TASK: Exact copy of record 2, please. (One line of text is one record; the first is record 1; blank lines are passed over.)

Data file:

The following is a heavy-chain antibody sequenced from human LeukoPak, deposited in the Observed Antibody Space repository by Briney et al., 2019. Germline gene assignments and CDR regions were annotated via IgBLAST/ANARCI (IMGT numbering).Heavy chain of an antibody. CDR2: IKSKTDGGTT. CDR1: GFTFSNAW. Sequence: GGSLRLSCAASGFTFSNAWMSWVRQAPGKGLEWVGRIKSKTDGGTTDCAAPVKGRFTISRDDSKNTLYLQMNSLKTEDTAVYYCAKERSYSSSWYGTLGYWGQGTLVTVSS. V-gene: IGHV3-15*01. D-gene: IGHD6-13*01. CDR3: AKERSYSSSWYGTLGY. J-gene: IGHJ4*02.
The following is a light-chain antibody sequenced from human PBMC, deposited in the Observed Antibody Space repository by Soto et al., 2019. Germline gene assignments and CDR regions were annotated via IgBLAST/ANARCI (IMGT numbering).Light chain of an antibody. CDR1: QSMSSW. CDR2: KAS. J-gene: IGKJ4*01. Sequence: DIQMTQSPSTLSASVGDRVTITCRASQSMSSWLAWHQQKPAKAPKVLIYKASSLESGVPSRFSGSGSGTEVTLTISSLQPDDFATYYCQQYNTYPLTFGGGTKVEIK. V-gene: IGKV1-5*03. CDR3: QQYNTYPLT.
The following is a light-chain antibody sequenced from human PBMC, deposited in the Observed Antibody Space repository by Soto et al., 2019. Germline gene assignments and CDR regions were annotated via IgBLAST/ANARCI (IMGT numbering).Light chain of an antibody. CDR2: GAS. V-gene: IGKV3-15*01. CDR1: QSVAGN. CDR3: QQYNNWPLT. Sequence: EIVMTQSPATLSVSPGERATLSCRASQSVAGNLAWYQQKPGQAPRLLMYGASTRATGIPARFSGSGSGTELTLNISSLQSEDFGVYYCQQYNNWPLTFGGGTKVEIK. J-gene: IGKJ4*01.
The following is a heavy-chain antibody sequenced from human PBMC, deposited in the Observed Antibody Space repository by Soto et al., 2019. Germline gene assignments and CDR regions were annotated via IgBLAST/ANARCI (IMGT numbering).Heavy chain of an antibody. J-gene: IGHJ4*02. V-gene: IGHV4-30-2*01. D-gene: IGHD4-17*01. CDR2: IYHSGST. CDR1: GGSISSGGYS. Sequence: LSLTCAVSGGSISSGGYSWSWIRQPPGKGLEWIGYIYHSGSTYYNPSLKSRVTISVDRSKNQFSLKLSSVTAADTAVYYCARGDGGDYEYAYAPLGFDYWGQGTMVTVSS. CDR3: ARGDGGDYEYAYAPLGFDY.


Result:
The following is a light-chain antibody sequenced from human PBMC, deposited in the Observed Antibody Space repository by Soto et al., 2019. Germline gene assignments and CDR regions were annotated via IgBLAST/ANARCI (IMGT numbering).Light chain of an antibody. CDR1: QSMSSW. CDR2: KAS. J-gene: IGKJ4*01. Sequence: DIQMTQSPSTLSASVGDRVTITCRASQSMSSWLAWHQQKPAKAPKVLIYKASSLESGVPSRFSGSGSGTEVTLTISSLQPDDFATYYCQQYNTYPLTFGGGTKVEIK. V-gene: IGKV1-5*03. CDR3: QQYNTYPLT.